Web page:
"It makes the game fun, and it makes it interesting when all of the adrenaline is pumping," Lucic said. "It really gets you going and it's a real thrill to be out there almost every night playing in the NHL and living your dream. So that's part of the game. It's real fun and I have fun playing that way.

"It's always been a part of the game, so I think just being a physical guy out there, it's just fitting that it revolves around me a little bit more.

"It's really hard on your body because the average NHL player is 195-200 pounds and flying around on skates. Throwing your body into it every night takes a toll on your shoulders, ribs and back. You have to fight through during the season. That's why we work so hard in offseason, so we don't get injured when our goal is the (Stanley) Cup."

Lucic quickly became a fan favorite in Boston, where favorite Bruins teams of the past have been nicknamed "the Big Bad Bruins" and "the Lunch Bucket Brigade." The Boston fans love physical play and hold a special place in their heart for the great bangers of the past, players like Teddy Green, Terry O'Reilly, Jay Miller, John Wensink, Stan Jonathan, and Cam Neely.

Lucic said he's surprised the fans took to him so quickly, but his understanding of the team's history has increased these two seasons and he understands the fans' enthusiasm.

"I think if it wasn't for the history of Boston, those guys back in the day, they were the guys that set the identity for the Bruins, that Big Bad Bruin sort of mentality and identity, so it just so happens that I fit into that mold," he said. "Everything has happened a lot quicker than I expected and it's been a fun roller-coaster ride. All of the coaches have really helped me out a lot and they have allowed me to play my game and try to contribute to the team's success."

Lucic grew up in Vancouver while Neely is from across the strait in Comox, B.C. Lucic said Neely, now a Bruins executive, has helped him understand the NHL power-forward position.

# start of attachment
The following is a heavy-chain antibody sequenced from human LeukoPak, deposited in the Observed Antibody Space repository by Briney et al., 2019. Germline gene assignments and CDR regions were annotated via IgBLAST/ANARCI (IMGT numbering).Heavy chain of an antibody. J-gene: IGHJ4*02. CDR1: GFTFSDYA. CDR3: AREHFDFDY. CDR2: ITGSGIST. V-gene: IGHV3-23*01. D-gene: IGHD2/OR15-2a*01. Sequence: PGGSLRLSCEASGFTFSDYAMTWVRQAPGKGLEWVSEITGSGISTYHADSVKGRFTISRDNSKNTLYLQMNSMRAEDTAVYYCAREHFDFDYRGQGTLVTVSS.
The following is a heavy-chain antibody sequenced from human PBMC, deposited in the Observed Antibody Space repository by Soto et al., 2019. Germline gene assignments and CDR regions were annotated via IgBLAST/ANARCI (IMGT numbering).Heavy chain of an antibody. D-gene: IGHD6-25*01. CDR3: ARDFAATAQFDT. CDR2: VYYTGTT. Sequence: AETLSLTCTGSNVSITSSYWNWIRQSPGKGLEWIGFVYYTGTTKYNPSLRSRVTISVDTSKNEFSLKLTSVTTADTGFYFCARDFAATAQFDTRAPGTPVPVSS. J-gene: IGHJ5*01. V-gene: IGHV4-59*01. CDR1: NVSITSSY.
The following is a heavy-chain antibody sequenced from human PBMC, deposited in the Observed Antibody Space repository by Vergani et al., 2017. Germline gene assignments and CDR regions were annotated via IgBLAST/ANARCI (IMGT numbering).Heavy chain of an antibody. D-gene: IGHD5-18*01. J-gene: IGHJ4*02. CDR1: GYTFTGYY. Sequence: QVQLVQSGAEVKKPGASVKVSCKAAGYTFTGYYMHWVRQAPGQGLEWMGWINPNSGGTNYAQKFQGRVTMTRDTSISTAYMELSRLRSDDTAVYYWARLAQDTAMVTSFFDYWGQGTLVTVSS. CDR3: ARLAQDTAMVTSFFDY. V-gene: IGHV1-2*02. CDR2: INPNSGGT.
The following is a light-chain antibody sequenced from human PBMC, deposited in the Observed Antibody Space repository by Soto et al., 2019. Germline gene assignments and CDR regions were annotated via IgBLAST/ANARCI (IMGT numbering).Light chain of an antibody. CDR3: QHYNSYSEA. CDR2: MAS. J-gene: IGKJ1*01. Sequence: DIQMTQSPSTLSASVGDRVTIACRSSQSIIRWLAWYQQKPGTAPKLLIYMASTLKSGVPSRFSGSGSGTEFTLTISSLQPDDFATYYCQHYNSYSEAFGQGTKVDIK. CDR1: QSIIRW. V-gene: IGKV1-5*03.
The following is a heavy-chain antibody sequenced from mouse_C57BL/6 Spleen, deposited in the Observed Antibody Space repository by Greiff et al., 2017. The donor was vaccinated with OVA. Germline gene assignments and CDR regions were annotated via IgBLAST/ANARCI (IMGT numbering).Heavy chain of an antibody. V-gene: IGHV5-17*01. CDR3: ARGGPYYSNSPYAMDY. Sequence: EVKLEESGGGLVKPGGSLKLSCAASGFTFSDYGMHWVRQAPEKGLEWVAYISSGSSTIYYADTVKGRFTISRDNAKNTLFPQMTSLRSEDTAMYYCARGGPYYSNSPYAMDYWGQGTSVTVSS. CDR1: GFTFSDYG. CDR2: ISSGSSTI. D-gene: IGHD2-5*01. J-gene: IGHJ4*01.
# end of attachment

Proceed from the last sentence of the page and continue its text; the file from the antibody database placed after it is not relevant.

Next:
"(Helped) a lot," Lucic said. "He's given me a few pointers here and there, and whenever he sees an area that I need help in, he'll give me his thoughts on what I need and what I could use to help me.

"Him being a power forward -- he's probably the guy who created the phrase 'power forward,' and could create that physical presence, and also add that offensive side of the game. So for him being around, it's real nice to have him around. It's great every time he gives me some sort of advice."
"He's given me a few pointers here and there, and whenever he sees an area that I need help in, he'll give me his thoughts on what I need and what I could use to help me." - Milan Lucic on getting advice from Cam Neely
Lucic is famous in his hometown for "the shift," a moment in the 2007 Memorial Cup Final against the Medicine Hat Tigers when, with about four minutes expired in the scoreless game, Lucic laid heavy hits on Matt Lowry, Jakub Rempel and Trevor Glass, and then took up Jordan Bendfeld's invitation to fight.

Bendfeld took one right from Lucic and quickly lost interest, but weathered a few more blows. The Giants went on to win, 3-1.

"It was the Memorial Cup Final and it was early on in the game, and I came on the ice and it just so happened that I made three big hits and a fight, right in the finals," he recalled. "There were 16,000 screaming fans in the Pacific Coliseum that afternoon, and it really got everyone going. Got the team going and the got the fans really into it and I think we didn't let our foot off the gas pedal after that. It was the most memorable hockey memory that I have thus far. It was the biggest trophy that I've won and something that I'll remember for the rest of my life."

When Lucic hits the ice for the Bruins each shift, he's looking for the puck or the man with the puck. He knows if he stays in pursuit of those targets, he'll be on target for hockey's ultimate goal, the Stanley Cup.